In summary, this study revealed significant associations between hair Mn levels and ADHD after statistical control for covariates. Possible foci for future research should include prospective design, broadly representative ADHD samples, and good ethics of research. Further research is needed to understand the causal relationship between Mn exposure and children's health, and to enable an improved risk assessement.


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Table 1

Sample summary statistics for ADHD and control: demographic variables

Table 1

Data are expressed mean±standard deviation or n (%). *statistical significance based on Student's t-test, statistical significance based on Fisher's exact test, as appropriate, statistical significance based on chi-square test, as appropriate. BMI: Body mass index, SES: socioeconomic status, ADHD: attention-deficit/hyperactivity disorder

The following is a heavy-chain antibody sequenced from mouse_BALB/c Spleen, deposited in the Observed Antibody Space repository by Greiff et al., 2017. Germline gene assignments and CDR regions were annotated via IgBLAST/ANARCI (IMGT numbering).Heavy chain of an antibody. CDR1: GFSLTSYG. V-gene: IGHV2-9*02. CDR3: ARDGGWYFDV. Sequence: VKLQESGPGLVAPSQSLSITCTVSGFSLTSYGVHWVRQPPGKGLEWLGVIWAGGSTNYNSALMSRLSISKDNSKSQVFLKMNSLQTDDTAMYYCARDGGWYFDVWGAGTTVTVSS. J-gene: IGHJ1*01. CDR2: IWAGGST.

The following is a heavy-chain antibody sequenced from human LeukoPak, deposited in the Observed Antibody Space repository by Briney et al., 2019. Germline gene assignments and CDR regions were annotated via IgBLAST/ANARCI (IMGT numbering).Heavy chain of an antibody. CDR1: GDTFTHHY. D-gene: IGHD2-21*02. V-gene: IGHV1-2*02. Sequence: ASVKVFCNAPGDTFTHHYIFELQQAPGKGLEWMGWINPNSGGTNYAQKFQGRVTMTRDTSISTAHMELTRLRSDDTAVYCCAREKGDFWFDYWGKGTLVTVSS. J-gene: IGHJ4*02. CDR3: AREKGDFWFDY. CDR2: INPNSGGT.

Table 2

Sample summary statistics for ADHD and control: K-ARS, ADS, IQ, and Mn level

Table 2

Data are expressed mean±standard deviation or n (%). *Mn concentrations was natural log transformed to achieve normal distributions of the variables, statistical significance based on chi-square test as appropriate, using two categories of Mn were 0.10-1.30 ppm and <0.10 ppm or >1.30 ppm. K-ARS: Korean version of Dupaul's Attention-Deficit/Hyperactivity Disorder Rating Scale, IQ: intelligence quotient, ADHD: attention-deficit/hyperactivity disorder

Table 3

Result of logistic regression analysis

Table 3

Model I: adjusted for age and sex, Model II: adjusted for age, sex and full scale IQ. AOR (95% CI): adjusted odds ratio and 95% confidence interval, IQ: intelligence quotient